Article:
This Esquire “profile” (that's what it calls itself, though it isn't even close to being one – think more “press release with digressions”) is by Tom Chiarella, so you know you're going to get good peppy prose. And he doesn't disappoint:
Sometimes Franco gets a little hypnotic with the eye contact. What starts as a steady gaze generally transmutes into the oddly pleased squint that is his war paint, a look that allows him to play both stoner and supervillain with the same incredulous vacancy. He sighs a little, apologetic. “You probably know I have a lot of projects,” he says. “But that one is way, way off. It's just something I'm thinking about.” He whisks at something in the air then. “Off in the distance. Way off.”
These words are so bloated and vague, they almost bob in the air. Franco knows this. “Okay. I want to write a children's book.” He guts out a laugh, snorting himself off the hook. “Someday.” This is a kind of hedge – people are constantly vetting his agenda, because it is unlike the typical high-quote actor's, because it is puzzlingly arcane, because he isn't notching his belt or collecting motorcycles or figuring out new enthusiasms in laboratory drugs, because that agenda appears to have nothing to do with being a rich, laconic, and ultimately free thirty-two-year-old male.
Chiarella's article starts out with some standard interview-code-speak: we first meet Franco sitting “by a side door near a pail of mop water. There's a paperback, palm-pinched, cover down, in his right hand ...” The reason the famous James Franco is reading a paperback one-handed while standing in an alley next to a slop bucket (though Chiarella never spells it out) is because he's smoking, something he does virtually every minute he's awake. But I'll take code-speak over outright PR, which is what Sam Anderson gave us in his Franco “profile” for New York magazine, in which he hilariously tells his readers that Franco “doesn't drink, smoke, or do drugs” - somehow, Anderson's keen perceptions failed to notice that Franco was drunk, stoned, and chain-smoking during that very “profile,” but at least Chiarella doesn't outright lie.
Or maybe he does – certainly his piece as a whole flirts with being willfully false. The text – and the accompanying little fictional squib by the so-talented-he-really-ought-not-to-do-crap-like-this Ben Percy – is constructed in such a way as to encourage readers to take on faith not only that Franco is sincerely interested in all these “projects” of his (as opposed to being interested mainly in the attention they get him) but that the projects themselves aren't worthless. When a gorgeous young actor/model begins shopping around so openly for a new avenue of self-expression, we can reasonably assume the results will be worthless; if Joe Gordon-Levitt decided to write a book, for instance, that's exactly what we'd assume (although of course such predictions can be wrong; Michael Bergin, with nothing but his washboard abs to recommend him, wrote a book that was actually good) – we'd encourage him to confine his personal reinventions to acting, where at least he's got credentials. Franco in these last few years has seemed rather desperately in need of extracurricular credentials, and it's far, far from clear that he knows what work is.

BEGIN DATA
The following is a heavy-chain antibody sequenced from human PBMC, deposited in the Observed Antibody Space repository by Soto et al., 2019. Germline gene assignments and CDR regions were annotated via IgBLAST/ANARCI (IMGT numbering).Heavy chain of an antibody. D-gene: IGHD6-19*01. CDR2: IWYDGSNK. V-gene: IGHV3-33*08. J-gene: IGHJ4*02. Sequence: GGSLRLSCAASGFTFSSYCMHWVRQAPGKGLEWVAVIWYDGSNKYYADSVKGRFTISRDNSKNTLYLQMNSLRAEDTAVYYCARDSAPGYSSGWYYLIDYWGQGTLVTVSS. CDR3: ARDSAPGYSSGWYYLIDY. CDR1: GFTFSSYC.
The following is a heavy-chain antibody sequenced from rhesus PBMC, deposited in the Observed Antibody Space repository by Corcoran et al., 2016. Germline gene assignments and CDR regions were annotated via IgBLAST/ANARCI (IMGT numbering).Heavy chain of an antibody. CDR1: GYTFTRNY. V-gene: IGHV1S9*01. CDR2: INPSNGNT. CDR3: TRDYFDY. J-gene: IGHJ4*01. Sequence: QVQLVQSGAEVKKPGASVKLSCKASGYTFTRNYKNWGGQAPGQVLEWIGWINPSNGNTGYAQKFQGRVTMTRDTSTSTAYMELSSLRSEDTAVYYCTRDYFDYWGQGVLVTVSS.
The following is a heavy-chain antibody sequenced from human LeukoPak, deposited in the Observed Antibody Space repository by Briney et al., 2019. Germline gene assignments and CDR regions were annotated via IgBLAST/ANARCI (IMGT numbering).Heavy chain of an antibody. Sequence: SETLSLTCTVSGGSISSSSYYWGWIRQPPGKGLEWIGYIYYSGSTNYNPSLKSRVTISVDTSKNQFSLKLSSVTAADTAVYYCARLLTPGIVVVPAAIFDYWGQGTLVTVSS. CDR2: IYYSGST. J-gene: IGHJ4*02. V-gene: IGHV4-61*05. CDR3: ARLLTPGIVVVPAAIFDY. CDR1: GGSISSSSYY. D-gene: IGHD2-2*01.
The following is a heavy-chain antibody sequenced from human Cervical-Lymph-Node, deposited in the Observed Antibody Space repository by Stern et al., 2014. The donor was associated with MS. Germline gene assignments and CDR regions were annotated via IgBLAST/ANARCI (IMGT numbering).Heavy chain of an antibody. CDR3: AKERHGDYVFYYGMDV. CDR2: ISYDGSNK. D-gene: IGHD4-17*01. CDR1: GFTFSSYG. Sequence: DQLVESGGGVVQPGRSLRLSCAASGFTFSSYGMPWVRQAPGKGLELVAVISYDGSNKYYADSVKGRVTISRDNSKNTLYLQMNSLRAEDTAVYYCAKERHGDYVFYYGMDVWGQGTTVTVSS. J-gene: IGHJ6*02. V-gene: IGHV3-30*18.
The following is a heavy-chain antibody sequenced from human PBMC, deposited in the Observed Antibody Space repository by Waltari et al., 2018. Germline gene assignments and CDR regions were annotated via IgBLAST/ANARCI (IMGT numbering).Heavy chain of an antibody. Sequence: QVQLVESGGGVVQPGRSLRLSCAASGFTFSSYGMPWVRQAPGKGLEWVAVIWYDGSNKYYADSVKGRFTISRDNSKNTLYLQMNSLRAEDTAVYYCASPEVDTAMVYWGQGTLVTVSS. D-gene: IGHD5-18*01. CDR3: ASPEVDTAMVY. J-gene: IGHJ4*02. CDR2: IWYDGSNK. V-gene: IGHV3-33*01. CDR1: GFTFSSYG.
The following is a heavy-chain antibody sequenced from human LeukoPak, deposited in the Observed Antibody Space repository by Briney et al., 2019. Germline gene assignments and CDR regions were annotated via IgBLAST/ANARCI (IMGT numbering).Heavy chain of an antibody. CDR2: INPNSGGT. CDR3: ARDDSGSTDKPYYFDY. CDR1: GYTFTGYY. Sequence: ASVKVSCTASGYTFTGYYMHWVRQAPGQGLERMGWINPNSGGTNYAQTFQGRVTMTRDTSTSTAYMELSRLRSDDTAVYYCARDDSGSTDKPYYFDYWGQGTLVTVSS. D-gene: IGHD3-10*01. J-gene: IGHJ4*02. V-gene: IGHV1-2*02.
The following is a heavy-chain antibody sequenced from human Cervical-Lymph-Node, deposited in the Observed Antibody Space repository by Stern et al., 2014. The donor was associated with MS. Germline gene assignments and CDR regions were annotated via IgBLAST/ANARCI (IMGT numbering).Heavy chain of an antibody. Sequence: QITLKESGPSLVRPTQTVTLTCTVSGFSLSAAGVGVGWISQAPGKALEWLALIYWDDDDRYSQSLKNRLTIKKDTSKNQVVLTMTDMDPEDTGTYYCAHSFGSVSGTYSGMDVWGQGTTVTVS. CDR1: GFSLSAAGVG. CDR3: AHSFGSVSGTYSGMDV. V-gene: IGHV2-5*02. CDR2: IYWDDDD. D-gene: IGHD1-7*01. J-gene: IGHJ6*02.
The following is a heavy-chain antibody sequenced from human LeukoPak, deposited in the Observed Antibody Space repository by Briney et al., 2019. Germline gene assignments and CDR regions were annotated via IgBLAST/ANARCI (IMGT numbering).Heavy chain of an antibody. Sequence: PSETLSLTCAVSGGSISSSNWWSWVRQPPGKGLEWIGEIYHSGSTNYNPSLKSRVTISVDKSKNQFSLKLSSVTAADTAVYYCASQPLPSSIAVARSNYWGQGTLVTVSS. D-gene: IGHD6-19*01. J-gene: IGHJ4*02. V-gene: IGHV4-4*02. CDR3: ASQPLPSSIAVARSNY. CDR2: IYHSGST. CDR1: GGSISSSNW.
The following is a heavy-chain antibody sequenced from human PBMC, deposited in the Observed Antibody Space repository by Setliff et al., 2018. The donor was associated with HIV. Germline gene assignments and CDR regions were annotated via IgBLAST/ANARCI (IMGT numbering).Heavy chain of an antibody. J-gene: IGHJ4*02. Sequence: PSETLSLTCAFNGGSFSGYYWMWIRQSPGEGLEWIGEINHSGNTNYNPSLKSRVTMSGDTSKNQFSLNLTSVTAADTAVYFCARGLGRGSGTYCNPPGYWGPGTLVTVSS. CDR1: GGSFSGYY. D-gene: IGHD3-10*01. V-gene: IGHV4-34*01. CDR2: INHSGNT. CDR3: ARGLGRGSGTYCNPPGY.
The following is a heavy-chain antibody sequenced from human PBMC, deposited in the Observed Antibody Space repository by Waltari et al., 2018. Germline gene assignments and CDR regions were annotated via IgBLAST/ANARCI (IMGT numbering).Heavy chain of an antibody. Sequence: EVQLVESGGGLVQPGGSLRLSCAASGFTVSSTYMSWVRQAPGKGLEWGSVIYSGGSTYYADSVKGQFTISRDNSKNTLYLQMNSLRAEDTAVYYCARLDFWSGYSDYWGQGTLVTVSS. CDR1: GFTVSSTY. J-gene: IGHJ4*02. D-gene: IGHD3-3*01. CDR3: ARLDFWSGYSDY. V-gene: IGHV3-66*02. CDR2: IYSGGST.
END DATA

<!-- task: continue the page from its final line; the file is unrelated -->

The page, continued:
Then again, it's possible that success has fueled experimentation – that happens even to ordinary non-stars. Franco's forthcoming short story collection is a genuinely good debut, and most of its work predates all this art-installation nonsense. Perhaps he should cancel his four post-doc degrees-in-progress, shutter his studio swannings, and buckle down to that most incredibly arduous of all mortal tasks: writing a second book.
It's unlikely, if only because writing is the least glamorous of all the arts – and Franco, being a handsome young man, finds a certain appeal in glamor: hence the appearance in Esquire, which started out its life exclusively as a men's fashion magazine and still pulls in the latest ads from all the big fashion industry names. We see quite a few such ads in this issue. There's Armani, swathing a distracted model in fog and confusing the known order of the universe by making him put on a pair of Michael Jackson gloves:
And there's Lincs, trying to perpetuate the delusion that young men can look heterosexual while wearing ridiculous “skinny” clothing:
But the normally level-headed Tommy Hilfiger stumbles rather badly in this issue – their latest spread contains what could only be termed a hideous fashion faux-pas:
Can the brand be salvaged? Those outfits can't be.